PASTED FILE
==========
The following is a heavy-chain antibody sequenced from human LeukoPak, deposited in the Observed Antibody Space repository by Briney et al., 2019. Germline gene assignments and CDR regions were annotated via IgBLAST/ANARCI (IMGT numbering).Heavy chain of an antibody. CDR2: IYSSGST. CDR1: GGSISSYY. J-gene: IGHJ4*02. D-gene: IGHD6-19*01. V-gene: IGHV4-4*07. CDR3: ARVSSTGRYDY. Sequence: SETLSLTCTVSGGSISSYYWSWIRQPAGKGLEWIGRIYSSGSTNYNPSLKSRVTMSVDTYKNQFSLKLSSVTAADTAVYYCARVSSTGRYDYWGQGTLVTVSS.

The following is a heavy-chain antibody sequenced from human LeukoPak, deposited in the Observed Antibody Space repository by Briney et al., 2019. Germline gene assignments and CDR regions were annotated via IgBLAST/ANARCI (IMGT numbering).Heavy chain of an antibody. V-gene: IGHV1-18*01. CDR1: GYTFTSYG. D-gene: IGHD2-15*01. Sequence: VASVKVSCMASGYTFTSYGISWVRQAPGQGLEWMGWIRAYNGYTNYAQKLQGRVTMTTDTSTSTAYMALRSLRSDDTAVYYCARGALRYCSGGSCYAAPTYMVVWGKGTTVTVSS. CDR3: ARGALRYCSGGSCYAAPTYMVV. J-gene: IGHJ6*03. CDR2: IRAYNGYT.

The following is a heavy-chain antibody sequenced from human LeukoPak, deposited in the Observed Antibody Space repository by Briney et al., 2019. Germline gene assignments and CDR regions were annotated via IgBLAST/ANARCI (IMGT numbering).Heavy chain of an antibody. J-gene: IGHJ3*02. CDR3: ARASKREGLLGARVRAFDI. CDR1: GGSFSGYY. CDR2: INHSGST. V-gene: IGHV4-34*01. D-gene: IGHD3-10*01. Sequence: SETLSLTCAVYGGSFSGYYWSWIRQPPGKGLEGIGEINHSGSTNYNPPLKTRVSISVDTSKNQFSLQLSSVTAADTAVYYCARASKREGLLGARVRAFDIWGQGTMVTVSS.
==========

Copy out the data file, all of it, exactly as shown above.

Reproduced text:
The following is a heavy-chain antibody sequenced from human LeukoPak, deposited in the Observed Antibody Space repository by Briney et al., 2019. Germline gene assignments and CDR regions were annotated via IgBLAST/ANARCI (IMGT numbering).Heavy chain of an antibody. CDR2: IYSSGST. CDR1: GGSISSYY. J-gene: IGHJ4*02. D-gene: IGHD6-19*01. V-gene: IGHV4-4*07. CDR3: ARVSSTGRYDY. Sequence: SETLSLTCTVSGGSISSYYWSWIRQPAGKGLEWIGRIYSSGSTNYNPSLKSRVTMSVDTYKNQFSLKLSSVTAADTAVYYCARVSSTGRYDYWGQGTLVTVSS.

The following is a heavy-chain antibody sequenced from human LeukoPak, deposited in the Observed Antibody Space repository by Briney et al., 2019. Germline gene assignments and CDR regions were annotated via IgBLAST/ANARCI (IMGT numbering).Heavy chain of an antibody. V-gene: IGHV1-18*01. CDR1: GYTFTSYG. D-gene: IGHD2-15*01. Sequence: VASVKVSCMASGYTFTSYGISWVRQAPGQGLEWMGWIRAYNGYTNYAQKLQGRVTMTTDTSTSTAYMALRSLRSDDTAVYYCARGALRYCSGGSCYAAPTYMVVWGKGTTVTVSS. CDR3: ARGALRYCSGGSCYAAPTYMVV. J-gene: IGHJ6*03. CDR2: IRAYNGYT.

The following is a heavy-chain antibody sequenced from human LeukoPak, deposited in the Observed Antibody Space repository by Briney et al., 2019. Germline gene assignments and CDR regions were annotated via IgBLAST/ANARCI (IMGT numbering).Heavy chain of an antibody. J-gene: IGHJ3*02. CDR3: ARASKREGLLGARVRAFDI. CDR1: GGSFSGYY. CDR2: INHSGST. V-gene: IGHV4-34*01. D-gene: IGHD3-10*01. Sequence: SETLSLTCAVYGGSFSGYYWSWIRQPPGKGLEGIGEINHSGSTNYNPPLKTRVSISVDTSKNQFSLQLSSVTAADTAVYYCARASKREGLLGARVRAFDIWGQGTMVTVSS.